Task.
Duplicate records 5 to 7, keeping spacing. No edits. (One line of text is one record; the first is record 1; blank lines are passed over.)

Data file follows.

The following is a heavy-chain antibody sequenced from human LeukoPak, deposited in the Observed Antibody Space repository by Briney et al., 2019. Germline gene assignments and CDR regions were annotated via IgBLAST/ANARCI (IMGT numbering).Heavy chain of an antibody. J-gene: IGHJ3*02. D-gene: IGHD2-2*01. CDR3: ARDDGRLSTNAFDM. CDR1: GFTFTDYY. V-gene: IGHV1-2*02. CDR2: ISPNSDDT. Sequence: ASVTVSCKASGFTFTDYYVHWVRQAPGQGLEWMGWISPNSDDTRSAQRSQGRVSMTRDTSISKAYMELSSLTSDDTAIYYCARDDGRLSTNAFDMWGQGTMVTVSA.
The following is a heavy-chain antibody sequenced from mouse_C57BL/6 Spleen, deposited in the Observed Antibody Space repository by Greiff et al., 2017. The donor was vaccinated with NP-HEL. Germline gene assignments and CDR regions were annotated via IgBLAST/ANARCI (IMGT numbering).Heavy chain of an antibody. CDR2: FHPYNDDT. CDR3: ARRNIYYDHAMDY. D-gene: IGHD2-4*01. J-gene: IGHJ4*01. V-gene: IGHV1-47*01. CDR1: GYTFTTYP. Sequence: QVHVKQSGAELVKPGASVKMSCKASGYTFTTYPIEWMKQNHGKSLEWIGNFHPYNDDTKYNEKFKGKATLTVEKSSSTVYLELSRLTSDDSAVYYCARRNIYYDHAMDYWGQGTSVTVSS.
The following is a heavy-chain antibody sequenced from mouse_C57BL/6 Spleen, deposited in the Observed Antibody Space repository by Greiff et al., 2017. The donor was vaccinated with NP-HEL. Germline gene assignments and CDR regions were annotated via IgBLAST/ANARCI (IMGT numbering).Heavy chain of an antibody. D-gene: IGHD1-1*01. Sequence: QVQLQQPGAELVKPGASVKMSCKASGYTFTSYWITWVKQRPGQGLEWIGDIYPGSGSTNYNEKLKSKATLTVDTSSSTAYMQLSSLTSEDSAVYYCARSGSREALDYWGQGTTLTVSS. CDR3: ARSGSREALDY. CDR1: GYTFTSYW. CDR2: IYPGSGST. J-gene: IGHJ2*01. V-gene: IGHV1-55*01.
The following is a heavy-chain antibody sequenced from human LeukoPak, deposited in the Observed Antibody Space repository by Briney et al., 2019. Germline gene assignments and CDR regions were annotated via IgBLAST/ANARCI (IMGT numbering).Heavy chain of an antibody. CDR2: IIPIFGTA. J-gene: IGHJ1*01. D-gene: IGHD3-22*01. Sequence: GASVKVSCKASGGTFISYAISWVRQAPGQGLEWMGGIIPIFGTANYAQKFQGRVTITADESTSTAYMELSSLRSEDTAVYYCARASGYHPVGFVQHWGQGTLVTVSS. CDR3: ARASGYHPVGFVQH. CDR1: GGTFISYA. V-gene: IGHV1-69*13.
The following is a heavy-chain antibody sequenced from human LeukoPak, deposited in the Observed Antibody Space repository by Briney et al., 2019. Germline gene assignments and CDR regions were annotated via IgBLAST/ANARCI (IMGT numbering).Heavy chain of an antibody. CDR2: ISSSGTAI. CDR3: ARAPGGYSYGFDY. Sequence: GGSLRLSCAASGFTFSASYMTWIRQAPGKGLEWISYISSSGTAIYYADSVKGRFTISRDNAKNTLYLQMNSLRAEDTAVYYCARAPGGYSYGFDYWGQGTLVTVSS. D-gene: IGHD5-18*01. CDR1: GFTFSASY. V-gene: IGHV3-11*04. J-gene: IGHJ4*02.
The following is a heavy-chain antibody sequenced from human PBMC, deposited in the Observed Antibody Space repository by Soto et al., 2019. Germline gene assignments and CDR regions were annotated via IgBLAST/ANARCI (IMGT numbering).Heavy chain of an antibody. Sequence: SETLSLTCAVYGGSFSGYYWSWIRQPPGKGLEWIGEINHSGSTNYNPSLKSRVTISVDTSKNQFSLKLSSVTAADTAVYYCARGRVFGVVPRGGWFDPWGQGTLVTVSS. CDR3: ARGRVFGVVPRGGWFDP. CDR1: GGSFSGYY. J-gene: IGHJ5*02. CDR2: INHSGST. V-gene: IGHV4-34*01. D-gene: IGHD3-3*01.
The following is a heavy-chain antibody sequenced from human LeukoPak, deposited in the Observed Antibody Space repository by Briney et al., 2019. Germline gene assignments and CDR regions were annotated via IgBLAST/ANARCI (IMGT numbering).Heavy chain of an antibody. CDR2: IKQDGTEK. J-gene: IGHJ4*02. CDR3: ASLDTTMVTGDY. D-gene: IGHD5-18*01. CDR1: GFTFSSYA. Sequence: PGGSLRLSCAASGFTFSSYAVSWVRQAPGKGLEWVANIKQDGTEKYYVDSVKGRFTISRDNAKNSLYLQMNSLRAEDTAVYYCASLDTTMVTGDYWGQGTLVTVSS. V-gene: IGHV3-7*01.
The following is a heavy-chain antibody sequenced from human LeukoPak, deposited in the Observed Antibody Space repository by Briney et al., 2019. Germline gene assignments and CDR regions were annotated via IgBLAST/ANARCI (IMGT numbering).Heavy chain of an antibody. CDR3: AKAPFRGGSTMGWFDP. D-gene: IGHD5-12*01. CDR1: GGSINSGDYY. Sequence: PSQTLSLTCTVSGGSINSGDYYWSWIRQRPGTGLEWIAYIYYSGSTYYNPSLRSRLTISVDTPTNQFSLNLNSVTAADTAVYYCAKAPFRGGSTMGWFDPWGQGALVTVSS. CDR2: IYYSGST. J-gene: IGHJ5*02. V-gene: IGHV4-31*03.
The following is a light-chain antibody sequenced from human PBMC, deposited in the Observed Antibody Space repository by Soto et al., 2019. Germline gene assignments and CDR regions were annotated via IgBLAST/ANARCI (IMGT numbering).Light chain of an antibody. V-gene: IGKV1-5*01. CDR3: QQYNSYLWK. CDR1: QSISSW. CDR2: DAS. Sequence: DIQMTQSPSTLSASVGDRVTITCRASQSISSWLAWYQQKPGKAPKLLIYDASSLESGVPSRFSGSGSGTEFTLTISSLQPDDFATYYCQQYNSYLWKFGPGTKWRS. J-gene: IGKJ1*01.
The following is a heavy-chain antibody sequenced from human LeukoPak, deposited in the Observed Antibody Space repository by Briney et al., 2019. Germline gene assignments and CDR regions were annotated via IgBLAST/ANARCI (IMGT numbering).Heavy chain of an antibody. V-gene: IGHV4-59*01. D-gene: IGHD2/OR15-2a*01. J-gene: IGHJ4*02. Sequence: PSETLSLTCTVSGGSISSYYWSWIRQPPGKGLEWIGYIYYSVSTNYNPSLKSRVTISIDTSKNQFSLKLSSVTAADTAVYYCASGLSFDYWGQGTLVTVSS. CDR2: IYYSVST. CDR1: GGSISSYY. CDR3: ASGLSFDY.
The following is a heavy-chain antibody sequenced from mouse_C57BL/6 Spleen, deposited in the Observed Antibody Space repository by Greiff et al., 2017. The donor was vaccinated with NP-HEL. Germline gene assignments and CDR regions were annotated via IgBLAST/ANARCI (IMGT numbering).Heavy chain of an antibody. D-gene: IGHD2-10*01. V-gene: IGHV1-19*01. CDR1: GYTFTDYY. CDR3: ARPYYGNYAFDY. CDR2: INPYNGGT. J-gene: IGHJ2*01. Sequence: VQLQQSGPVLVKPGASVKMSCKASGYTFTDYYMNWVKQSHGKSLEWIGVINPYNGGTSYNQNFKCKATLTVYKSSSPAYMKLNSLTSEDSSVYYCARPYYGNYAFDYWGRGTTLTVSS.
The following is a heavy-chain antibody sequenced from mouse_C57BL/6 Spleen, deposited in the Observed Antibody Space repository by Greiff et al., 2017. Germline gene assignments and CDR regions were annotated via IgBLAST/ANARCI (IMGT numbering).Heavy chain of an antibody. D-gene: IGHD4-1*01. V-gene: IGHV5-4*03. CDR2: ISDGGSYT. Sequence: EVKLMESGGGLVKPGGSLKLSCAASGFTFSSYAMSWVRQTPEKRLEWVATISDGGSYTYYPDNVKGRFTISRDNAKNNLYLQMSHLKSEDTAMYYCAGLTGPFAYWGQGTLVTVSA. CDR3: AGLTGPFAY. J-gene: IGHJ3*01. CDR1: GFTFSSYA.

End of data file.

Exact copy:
The following is a heavy-chain antibody sequenced from human LeukoPak, deposited in the Observed Antibody Space repository by Briney et al., 2019. Germline gene assignments and CDR regions were annotated via IgBLAST/ANARCI (IMGT numbering).Heavy chain of an antibody. CDR2: ISSSGTAI. CDR3: ARAPGGYSYGFDY. Sequence: GGSLRLSCAASGFTFSASYMTWIRQAPGKGLEWISYISSSGTAIYYADSVKGRFTISRDNAKNTLYLQMNSLRAEDTAVYYCARAPGGYSYGFDYWGQGTLVTVSS. D-gene: IGHD5-18*01. CDR1: GFTFSASY. V-gene: IGHV3-11*04. J-gene: IGHJ4*02.
The following is a heavy-chain antibody sequenced from human PBMC, deposited in the Observed Antibody Space repository by Soto et al., 2019. Germline gene assignments and CDR regions were annotated via IgBLAST/ANARCI (IMGT numbering).Heavy chain of an antibody. Sequence: SETLSLTCAVYGGSFSGYYWSWIRQPPGKGLEWIGEINHSGSTNYNPSLKSRVTISVDTSKNQFSLKLSSVTAADTAVYYCARGRVFGVVPRGGWFDPWGQGTLVTVSS. CDR3: ARGRVFGVVPRGGWFDP. CDR1: GGSFSGYY. J-gene: IGHJ5*02. CDR2: INHSGST. V-gene: IGHV4-34*01. D-gene: IGHD3-3*01.
The following is a heavy-chain antibody sequenced from human LeukoPak, deposited in the Observed Antibody Space repository by Briney et al., 2019. Germline gene assignments and CDR regions were annotated via IgBLAST/ANARCI (IMGT numbering).Heavy chain of an antibody. CDR2: IKQDGTEK. J-gene: IGHJ4*02. CDR3: ASLDTTMVTGDY. D-gene: IGHD5-18*01. CDR1: GFTFSSYA. Sequence: PGGSLRLSCAASGFTFSSYAVSWVRQAPGKGLEWVANIKQDGTEKYYVDSVKGRFTISRDNAKNSLYLQMNSLRAEDTAVYYCASLDTTMVTGDYWGQGTLVTVSS. V-gene: IGHV3-7*01.